We have to talk. Every week there is another faked survey, another bogus “equation” story, all planted to sell a product. Last week it was “scientists have found the equation for the sexiest walk”, but that wasn’t really an isolated incident: there was the most miserable day of the year (Sky travel), and the happiest day of the year (Walls ice cream), the perfect minibreak (where the formula was so hamfistedly concocted that if you stayed at home with a travel time of zero you had an infinitely good weekend), the archives at badscience.net are overflowing with examples. And let’s not forget the Evolution Report on the future of the human species (Bravo TV) which carried the headline, in the Sun, “All men will have big willies”.

This would all be fine if it wasn’t for the fact that your work is the dominant theme in science reporting. We have to accept, as you know, that the media is run by flaky humanities graduates, who wear their ignorance of science like a badge of honour on their sleeves. Secretly, perhaps, deep down, they regret denying themselves access to the most significant developments in the history of western thought for two centuries, but in the meantime, one thing is clear from your phenomenal success at getting these stories into the papers: editors actually believe that what you send them is science news.

You run culture, and you distort ideas and perceptions for a living. What you’re engaged in here is effectively a war on the public understanding of science. These equations tell us nothing, they sell only the idea that scientists are irrelevant boffins who make stuff up. In my world, making stuff up is wrong. I’m not expecting you to stop, but you may absolve yourself of guilt by emailing me more anonymous examples of fakery.

prweekben.JPG

.

And here is what I sent to Clarion, to the people I was speaking to, and to senior management. Luckily I can type very fast, because if I spent more than ten minutes thinking about these jokers, I think my brain would go cold. Sadly they’ve not written back yet.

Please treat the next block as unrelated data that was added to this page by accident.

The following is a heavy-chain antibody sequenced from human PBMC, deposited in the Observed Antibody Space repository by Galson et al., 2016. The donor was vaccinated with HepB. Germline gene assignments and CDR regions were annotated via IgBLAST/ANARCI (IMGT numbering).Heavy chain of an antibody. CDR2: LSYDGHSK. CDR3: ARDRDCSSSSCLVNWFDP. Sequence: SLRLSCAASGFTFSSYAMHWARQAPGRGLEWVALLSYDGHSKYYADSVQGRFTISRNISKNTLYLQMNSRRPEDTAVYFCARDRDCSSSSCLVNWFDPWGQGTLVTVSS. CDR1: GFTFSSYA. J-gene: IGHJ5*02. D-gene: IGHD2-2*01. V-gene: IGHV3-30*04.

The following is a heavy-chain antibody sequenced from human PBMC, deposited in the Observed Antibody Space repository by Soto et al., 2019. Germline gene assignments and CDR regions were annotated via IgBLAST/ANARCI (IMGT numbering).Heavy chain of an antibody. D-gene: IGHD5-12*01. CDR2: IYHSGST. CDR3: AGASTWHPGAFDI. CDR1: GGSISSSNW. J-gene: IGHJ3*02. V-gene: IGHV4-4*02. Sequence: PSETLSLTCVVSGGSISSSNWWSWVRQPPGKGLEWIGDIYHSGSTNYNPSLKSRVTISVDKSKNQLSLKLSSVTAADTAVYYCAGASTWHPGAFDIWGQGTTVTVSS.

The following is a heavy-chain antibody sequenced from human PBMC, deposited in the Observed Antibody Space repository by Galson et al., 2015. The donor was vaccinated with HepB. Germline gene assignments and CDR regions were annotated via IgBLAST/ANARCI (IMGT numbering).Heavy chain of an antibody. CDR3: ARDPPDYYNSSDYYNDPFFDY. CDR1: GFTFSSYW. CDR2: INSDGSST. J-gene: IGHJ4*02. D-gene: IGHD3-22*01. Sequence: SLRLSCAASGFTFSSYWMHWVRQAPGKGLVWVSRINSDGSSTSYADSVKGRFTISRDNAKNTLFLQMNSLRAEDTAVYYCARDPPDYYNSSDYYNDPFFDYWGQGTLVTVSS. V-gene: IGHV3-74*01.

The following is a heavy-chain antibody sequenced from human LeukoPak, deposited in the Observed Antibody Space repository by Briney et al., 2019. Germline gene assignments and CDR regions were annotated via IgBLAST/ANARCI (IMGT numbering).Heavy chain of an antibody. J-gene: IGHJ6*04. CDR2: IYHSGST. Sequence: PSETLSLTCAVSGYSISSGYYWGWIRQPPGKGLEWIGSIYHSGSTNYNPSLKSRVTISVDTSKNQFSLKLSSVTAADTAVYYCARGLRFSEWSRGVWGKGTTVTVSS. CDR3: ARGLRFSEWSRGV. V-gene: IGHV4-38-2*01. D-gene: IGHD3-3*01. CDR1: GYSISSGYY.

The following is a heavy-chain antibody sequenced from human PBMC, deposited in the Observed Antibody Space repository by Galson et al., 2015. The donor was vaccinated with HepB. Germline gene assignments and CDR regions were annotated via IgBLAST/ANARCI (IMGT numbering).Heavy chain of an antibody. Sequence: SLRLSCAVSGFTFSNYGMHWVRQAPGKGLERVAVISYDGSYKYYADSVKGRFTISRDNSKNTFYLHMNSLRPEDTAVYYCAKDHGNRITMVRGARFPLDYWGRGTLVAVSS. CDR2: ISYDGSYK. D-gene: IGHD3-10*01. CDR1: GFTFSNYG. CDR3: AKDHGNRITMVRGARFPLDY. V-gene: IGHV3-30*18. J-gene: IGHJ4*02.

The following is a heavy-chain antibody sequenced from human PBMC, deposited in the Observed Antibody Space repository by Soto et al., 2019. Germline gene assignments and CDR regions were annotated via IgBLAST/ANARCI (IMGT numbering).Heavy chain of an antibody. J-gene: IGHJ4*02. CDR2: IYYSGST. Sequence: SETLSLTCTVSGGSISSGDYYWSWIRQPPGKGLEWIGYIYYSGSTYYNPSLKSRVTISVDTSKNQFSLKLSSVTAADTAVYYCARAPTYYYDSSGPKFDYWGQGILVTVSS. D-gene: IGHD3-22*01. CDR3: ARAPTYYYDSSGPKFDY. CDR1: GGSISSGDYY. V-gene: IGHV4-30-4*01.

Hi Jemma,

we were chatting last week about the Clarion Communications campaign on Veet involving scientific research showing that Jessica Alba had the sexiest wiggle. I understand from reading PR Week that there is some concern from Clarion that I may have misrepresented the emails from Kiren Ali, or the status of the data?

Clarion Communications are quoted as saying: “The comments were based on preliminary discussions from a number of months ago and do not take into account the development of the story.” I am very keen to clear this up and ensure nothing has gone astray. Please can you let me know what developments have taken place which in any way affects the core problems raised by the emails from Kiren and Prof Weber?

Just so that we know we are all talking about the same quotes:

Kiren Ali’s email said:

We haven’t conducted the survey yet but we know what results we want to achieve. We want Beyonce to come out on top followed by other celebrities with curvy legs such as J-Lo and Kylie and celebrities like Kate Moss and Amy Winehouse to be at the bottom e.g – skinny and pale unshapely legs are not as sexy. I will find out when we will have the results of the survey for you. Are you pretty free this month to work on it?” I am happy to forward you the full correspondence.

My interpretation is that this is a clear intent to rig the results. Please can you let me know what this email means, if not that, and how it could be affected by subsequent “developments” in the story?

Prof Weber said: